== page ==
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'Maxwell's Mountain'          Send a link to a friend

[JAN. 3, 2007]  "Maxwell's Mountain," by Shari Becker, illustrated by Nicole Wong, Charlesbridge, 2006, 30 pages, ages 4-8

Review by
Louella Moreland

Maxwell and his toy soldier with the red beret are checking out a new park. From the top of the slide they view the typical playground: swings, sandbox, seesaw. Then they see an unexpected feature: a "mountain" that would make a perfect lookout!

So begins the adventure of "Maxwell's Mountain," by Shari Becker. Before Maxwell can climb the hill, his parents challenge him to become a real outdoorsman. He visits the library to check out books on mountain climbing, makes a list of things to do and take with him, trains by climbing the staircase four times, draws a map of the park, and organizes his gear and first-aid kit.

Although Maxwell turns down his parents' offer to be assistant navigators (he has his trusty toy soldier), he believes he is ready to tackle his mountain. Watching from the foot of the hill, his parents encourage him to remember this: "If he gets in trouble, a true outdoorsman uses his head." The rest of the story tells of his trip up the "mountain," including a point where he loses the trail and his confidence.

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Maxwell's parents are portrayed as loving, encouraging supporters. They help him attain his goal (including marking the trail with yellow dots) while continuing to monitor his safety from the ground. Most parents will identify with the moments when a parent must allow a child to detach and accomplish a goal on his or her own. These are moments of both anxiety and pride.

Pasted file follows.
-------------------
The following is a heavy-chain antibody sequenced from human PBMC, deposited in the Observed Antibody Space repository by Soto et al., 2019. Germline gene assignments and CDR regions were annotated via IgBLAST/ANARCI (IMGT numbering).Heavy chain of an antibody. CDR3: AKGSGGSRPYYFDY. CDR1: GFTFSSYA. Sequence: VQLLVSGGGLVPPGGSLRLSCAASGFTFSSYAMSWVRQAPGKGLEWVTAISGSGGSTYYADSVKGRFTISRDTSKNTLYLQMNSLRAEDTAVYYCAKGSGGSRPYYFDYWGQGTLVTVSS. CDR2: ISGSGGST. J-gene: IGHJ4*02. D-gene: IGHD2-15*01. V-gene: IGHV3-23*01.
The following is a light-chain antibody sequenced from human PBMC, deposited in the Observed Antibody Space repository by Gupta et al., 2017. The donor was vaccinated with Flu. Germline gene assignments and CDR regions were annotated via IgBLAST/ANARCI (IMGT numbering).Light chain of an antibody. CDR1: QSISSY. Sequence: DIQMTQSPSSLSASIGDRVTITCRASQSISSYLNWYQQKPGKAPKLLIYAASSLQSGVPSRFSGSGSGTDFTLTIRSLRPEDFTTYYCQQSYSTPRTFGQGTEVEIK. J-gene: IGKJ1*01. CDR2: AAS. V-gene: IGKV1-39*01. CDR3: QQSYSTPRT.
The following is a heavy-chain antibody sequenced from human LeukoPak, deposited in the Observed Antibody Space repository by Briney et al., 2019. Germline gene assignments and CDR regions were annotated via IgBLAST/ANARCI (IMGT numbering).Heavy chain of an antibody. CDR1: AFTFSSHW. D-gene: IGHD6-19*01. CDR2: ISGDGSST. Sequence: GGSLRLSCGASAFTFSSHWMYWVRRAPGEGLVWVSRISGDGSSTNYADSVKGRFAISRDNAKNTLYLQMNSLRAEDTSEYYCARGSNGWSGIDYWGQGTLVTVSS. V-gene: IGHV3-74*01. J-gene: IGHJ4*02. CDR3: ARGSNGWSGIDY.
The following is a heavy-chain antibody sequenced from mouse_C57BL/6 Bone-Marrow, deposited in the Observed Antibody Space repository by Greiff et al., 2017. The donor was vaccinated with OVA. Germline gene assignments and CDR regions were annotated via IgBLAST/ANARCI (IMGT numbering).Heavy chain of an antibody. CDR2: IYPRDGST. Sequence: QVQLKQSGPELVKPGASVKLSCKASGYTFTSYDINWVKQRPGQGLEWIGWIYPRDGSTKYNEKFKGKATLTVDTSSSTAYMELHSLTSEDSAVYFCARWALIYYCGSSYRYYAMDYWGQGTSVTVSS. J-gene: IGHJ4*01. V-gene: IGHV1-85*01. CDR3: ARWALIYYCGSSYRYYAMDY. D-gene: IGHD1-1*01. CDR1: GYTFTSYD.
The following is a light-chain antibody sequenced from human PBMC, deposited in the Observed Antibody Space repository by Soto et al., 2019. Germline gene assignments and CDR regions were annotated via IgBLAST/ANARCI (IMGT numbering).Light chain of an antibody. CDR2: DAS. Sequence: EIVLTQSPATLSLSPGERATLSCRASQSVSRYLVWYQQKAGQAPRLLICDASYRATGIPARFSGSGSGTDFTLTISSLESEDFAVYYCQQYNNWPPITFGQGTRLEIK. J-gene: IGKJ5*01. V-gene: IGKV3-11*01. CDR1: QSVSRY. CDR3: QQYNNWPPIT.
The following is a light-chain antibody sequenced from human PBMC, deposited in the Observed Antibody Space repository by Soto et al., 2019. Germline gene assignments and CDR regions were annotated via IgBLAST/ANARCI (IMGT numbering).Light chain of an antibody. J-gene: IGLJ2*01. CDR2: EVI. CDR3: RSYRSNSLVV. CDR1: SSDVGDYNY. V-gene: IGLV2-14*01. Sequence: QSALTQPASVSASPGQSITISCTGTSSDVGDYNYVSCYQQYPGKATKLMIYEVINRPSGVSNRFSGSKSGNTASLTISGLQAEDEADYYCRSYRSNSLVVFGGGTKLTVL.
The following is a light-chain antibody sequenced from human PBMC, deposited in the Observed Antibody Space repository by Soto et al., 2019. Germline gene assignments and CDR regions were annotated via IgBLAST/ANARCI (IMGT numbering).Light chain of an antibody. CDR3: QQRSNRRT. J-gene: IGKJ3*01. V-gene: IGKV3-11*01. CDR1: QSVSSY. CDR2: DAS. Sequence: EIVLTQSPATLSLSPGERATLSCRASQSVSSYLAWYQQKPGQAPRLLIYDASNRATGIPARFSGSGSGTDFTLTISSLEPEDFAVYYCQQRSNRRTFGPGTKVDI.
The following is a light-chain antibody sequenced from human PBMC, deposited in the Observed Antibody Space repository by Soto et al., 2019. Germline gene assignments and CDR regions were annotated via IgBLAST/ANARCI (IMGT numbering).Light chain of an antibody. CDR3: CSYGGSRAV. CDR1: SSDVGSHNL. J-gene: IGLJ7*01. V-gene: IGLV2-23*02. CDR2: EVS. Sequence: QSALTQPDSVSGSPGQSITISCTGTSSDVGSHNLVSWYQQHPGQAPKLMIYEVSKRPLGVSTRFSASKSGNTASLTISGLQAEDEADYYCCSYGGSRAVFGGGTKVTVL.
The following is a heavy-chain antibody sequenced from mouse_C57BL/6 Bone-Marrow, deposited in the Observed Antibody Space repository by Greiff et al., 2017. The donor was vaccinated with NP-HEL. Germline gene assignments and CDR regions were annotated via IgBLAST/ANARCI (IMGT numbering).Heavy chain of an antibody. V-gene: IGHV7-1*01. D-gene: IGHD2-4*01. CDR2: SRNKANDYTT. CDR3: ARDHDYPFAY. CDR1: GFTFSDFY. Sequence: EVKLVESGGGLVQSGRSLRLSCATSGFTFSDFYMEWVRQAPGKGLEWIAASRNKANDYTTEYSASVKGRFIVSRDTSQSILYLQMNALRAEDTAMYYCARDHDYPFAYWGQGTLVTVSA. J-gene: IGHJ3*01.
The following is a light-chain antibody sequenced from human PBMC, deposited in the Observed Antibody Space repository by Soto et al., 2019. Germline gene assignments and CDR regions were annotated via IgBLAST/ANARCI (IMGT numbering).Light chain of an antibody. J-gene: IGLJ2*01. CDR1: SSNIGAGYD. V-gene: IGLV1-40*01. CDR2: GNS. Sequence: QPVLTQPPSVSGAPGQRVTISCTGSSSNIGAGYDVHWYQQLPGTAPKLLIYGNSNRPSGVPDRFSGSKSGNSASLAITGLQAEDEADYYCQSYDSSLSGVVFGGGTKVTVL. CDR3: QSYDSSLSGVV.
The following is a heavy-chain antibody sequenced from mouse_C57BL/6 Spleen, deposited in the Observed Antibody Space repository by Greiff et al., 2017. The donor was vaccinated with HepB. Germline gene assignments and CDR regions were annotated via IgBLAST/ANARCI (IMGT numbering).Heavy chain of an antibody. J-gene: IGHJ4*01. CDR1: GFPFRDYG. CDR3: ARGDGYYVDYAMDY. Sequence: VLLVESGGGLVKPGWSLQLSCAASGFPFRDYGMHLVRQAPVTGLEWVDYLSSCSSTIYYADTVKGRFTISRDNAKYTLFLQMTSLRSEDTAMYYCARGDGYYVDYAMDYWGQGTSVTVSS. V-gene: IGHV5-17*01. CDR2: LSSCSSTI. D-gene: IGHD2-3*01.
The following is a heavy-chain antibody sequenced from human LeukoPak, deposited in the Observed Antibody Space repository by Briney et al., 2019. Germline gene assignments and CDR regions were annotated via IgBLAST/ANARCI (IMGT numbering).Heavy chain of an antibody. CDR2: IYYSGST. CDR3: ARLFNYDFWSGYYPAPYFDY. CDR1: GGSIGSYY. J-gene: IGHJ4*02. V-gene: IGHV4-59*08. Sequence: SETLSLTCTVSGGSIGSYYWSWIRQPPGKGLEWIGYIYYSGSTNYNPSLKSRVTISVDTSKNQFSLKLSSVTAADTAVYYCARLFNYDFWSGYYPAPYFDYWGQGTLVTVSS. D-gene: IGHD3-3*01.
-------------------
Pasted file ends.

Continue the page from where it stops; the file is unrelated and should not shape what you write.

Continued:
Nicole Wong's illustrations delight the eye as we are given views from the top of a slide and the top of the stairway, from the cluttered floor in pint-size view with the toy soldier, or from table height as we gaze at Maxwell's dinner plate piled "high as a mountain." The mother's red hair and father's Asian characteristics will appeal to those looking for multicultural family units. The toy soldier, Harry, comes "alive" throughout the story, sharing in Maxwell's adventure like the true best friend he is.

In "Maxwell's Mountain," Ms. Becker has given us a satisfying story of a small boy's adventure. Come along and join in the fun! This book and others about adventure can be checked out at the Lincoln Public Library, 725 Pekin St. Where would you like to adventure?

[Louella Moreland, youth services librarian, Lincoln Public Library District]

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